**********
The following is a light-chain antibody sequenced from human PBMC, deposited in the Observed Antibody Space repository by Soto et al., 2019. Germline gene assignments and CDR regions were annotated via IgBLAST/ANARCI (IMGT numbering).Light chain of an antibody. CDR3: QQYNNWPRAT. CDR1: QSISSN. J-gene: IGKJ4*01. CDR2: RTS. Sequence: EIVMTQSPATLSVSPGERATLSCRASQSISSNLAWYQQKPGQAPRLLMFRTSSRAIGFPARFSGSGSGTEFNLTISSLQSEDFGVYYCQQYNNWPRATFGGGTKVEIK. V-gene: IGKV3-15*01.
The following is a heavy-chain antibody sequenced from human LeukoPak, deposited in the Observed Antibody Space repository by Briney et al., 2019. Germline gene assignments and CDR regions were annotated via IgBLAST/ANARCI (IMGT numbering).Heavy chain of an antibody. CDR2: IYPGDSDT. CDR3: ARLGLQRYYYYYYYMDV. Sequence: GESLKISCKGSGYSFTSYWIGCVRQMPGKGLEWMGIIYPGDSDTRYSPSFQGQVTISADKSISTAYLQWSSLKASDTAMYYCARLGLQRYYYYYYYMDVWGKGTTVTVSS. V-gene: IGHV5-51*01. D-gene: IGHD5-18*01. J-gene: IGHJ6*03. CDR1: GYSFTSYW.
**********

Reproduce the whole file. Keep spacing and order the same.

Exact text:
The following is a light-chain antibody sequenced from human PBMC, deposited in the Observed Antibody Space repository by Soto et al., 2019. Germline gene assignments and CDR regions were annotated via IgBLAST/ANARCI (IMGT numbering).Light chain of an antibody. CDR3: QQYNNWPRAT. CDR1: QSISSN. J-gene: IGKJ4*01. CDR2: RTS. Sequence: EIVMTQSPATLSVSPGERATLSCRASQSISSNLAWYQQKPGQAPRLLMFRTSSRAIGFPARFSGSGSGTEFNLTISSLQSEDFGVYYCQQYNNWPRATFGGGTKVEIK. V-gene: IGKV3-15*01.
The following is a heavy-chain antibody sequenced from human LeukoPak, deposited in the Observed Antibody Space repository by Briney et al., 2019. Germline gene assignments and CDR regions were annotated via IgBLAST/ANARCI (IMGT numbering).Heavy chain of an antibody. CDR2: IYPGDSDT. CDR3: ARLGLQRYYYYYYYMDV. Sequence: GESLKISCKGSGYSFTSYWIGCVRQMPGKGLEWMGIIYPGDSDTRYSPSFQGQVTISADKSISTAYLQWSSLKASDTAMYYCARLGLQRYYYYYYYMDVWGKGTTVTVSS. V-gene: IGHV5-51*01. D-gene: IGHD5-18*01. J-gene: IGHJ6*03. CDR1: GYSFTSYW.